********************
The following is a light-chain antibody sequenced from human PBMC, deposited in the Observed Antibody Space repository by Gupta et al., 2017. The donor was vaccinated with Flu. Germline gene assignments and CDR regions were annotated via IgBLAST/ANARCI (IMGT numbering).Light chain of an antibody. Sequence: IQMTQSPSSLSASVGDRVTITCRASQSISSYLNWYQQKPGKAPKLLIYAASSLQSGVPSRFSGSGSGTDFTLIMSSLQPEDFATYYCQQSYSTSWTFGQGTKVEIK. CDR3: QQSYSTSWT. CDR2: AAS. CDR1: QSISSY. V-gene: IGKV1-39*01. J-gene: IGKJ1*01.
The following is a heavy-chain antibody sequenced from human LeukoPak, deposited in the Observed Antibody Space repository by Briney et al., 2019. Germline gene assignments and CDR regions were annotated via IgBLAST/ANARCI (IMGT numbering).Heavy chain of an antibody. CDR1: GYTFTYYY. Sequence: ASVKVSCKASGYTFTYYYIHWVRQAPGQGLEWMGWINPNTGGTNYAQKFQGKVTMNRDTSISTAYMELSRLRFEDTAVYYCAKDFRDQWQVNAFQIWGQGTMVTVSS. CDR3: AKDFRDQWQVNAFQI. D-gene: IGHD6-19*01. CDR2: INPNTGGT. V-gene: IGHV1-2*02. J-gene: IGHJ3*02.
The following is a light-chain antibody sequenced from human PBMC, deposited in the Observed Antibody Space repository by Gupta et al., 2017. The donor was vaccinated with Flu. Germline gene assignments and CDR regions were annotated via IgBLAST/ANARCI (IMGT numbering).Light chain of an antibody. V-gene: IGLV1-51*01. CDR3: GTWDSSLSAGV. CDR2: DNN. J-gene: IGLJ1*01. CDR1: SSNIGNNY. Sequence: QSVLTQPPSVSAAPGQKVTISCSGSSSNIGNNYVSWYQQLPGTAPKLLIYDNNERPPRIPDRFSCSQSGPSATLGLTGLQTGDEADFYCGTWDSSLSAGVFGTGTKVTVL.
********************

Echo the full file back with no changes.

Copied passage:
The following is a light-chain antibody sequenced from human PBMC, deposited in the Observed Antibody Space repository by Gupta et al., 2017. The donor was vaccinated with Flu. Germline gene assignments and CDR regions were annotated via IgBLAST/ANARCI (IMGT numbering).Light chain of an antibody. Sequence: IQMTQSPSSLSASVGDRVTITCRASQSISSYLNWYQQKPGKAPKLLIYAASSLQSGVPSRFSGSGSGTDFTLIMSSLQPEDFATYYCQQSYSTSWTFGQGTKVEIK. CDR3: QQSYSTSWT. CDR2: AAS. CDR1: QSISSY. V-gene: IGKV1-39*01. J-gene: IGKJ1*01.
The following is a heavy-chain antibody sequenced from human LeukoPak, deposited in the Observed Antibody Space repository by Briney et al., 2019. Germline gene assignments and CDR regions were annotated via IgBLAST/ANARCI (IMGT numbering).Heavy chain of an antibody. CDR1: GYTFTYYY. Sequence: ASVKVSCKASGYTFTYYYIHWVRQAPGQGLEWMGWINPNTGGTNYAQKFQGKVTMNRDTSISTAYMELSRLRFEDTAVYYCAKDFRDQWQVNAFQIWGQGTMVTVSS. CDR3: AKDFRDQWQVNAFQI. D-gene: IGHD6-19*01. CDR2: INPNTGGT. V-gene: IGHV1-2*02. J-gene: IGHJ3*02.
The following is a light-chain antibody sequenced from human PBMC, deposited in the Observed Antibody Space repository by Gupta et al., 2017. The donor was vaccinated with Flu. Germline gene assignments and CDR regions were annotated via IgBLAST/ANARCI (IMGT numbering).Light chain of an antibody. V-gene: IGLV1-51*01. CDR3: GTWDSSLSAGV. CDR2: DNN. J-gene: IGLJ1*01. CDR1: SSNIGNNY. Sequence: QSVLTQPPSVSAAPGQKVTISCSGSSSNIGNNYVSWYQQLPGTAPKLLIYDNNERPPRIPDRFSCSQSGPSATLGLTGLQTGDEADFYCGTWDSSLSAGVFGTGTKVTVL.